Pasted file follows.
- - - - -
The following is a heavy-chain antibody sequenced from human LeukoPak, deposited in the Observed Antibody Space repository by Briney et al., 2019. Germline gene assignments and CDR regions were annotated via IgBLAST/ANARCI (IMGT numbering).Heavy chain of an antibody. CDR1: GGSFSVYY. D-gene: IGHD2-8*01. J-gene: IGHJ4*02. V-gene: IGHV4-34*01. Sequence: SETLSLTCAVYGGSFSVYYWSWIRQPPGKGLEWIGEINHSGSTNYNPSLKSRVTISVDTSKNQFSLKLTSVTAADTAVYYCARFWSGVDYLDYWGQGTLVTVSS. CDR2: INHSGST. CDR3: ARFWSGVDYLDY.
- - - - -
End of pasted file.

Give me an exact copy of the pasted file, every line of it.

The following is a heavy-chain antibody sequenced from human LeukoPak, deposited in the Observed Antibody Space repository by Briney et al., 2019. Germline gene assignments and CDR regions were annotated via IgBLAST/ANARCI (IMGT numbering).Heavy chain of an antibody. CDR1: GGSFSVYY. D-gene: IGHD2-8*01. J-gene: IGHJ4*02. V-gene: IGHV4-34*01. Sequence: SETLSLTCAVYGGSFSVYYWSWIRQPPGKGLEWIGEINHSGSTNYNPSLKSRVTISVDTSKNQFSLKLTSVTAADTAVYYCARFWSGVDYLDYWGQGTLVTVSS. CDR2: INHSGST. CDR3: ARFWSGVDYLDY.